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Systems Management Processes

Twelve major processes are commonly associated with infrastructure management:

  • Availability management
  • Capacity planning
  • Change management
  • Configuration management
  • Disaster recovery
  • Facilities management
  • Network management
  • Performance and tuning
  • Problem management
  • Production acceptance
  • Storage management
  • Strategic security

It's important to understand which infrastructure management processes are strategic and which are tactical because each type of process integrates with and depends on other processes for optimal use. For example, production acceptance, change management, and problem management all interact with each other when implemented properly. Knowing which of these three key processes is tactical versus strategic helps to better understand their relationships to each other.

Understanding which processes are generally strategic and which are usually tactical also helps anticipate their necessary interactions. Two processes that are both tactical will interact differently than two processes that are strategic, and each of these pairs will interact differently from a pair that's a mixture of strategic and tactical processes. Knowledge of a process's orientation can also assist in selecting process owners who are more aligned with that process's orientation. Some prospective owners may have more ability in the strategic area, while others may be better suited for tactical processes.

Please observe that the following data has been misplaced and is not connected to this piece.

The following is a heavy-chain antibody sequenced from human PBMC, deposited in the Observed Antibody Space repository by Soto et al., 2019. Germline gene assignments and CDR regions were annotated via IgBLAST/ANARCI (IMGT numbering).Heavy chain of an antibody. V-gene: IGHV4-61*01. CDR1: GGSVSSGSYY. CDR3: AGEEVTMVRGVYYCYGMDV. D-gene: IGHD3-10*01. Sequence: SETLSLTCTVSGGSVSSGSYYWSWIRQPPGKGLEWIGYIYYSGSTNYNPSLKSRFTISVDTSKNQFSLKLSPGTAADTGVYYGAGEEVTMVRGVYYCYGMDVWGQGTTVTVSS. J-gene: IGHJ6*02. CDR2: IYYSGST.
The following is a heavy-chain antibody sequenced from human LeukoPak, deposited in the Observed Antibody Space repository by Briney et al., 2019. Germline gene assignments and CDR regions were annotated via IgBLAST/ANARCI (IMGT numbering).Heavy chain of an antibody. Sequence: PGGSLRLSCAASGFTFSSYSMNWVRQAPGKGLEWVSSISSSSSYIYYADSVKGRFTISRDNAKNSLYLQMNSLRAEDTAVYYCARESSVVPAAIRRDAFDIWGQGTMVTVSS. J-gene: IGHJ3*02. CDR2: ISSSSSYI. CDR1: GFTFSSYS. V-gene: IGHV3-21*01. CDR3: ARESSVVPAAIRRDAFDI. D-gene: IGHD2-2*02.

Strategic Processes

Applying typical characteristics of strategic activities—such as being long-range in nature, with a focus of two to three years, and requiring months to plan and deliver—results in 5 of the 12 major processes being designated as strategic:

  • Production acceptance
  • Capacity planning
  • Strategic security
  • Disaster recovery
  • Facilities management

While all of these strategic processes have associated tactical aspects, the significant value of each lies more in its strategic attributes. For example, the tactical part of production acceptance, capacity planning, and disaster recovery involves the important activities of deploying production software, installing hardware upgrades, and restoring business operations, respectively. But analysts responsible for these critical events cannot execute them successfully without a strategic focus involving thorough planning and preparation.

Similarly, strategic security and facilities management tactically monitor logical and physical environments for unauthorized access or disturbance on a continual basis. But the overriding objective of ensuring the ongoing integrity and use of the logical and physical environments requires significant strategic thinking to plan, enforce, and execute the necessary policies and procedures.

Tactical Processes

We now turn our attention from strategic processes to tactical ones. Employing a method similar to that used in the strategic area, we identify the following seven processes as being tactical in nature:

  • Availability management
  • Performance and tuning
  • Change management
  • Problem management
  • Storage management
  • Network management
  • Configuration management

Just as strategic processes contain tactical elements, some tactical processes contain strategic elements. For example, the network management and storage management processes involve not only the installation of network and storage equipment, but planning, ordering, and scheduling such hardware—activities that require months of advance preparation. But the majority of activities associated with these two processes are tactical in nature, involving real-time monitoring of network and storage resources to ensure that they are available and in sufficient quantity.

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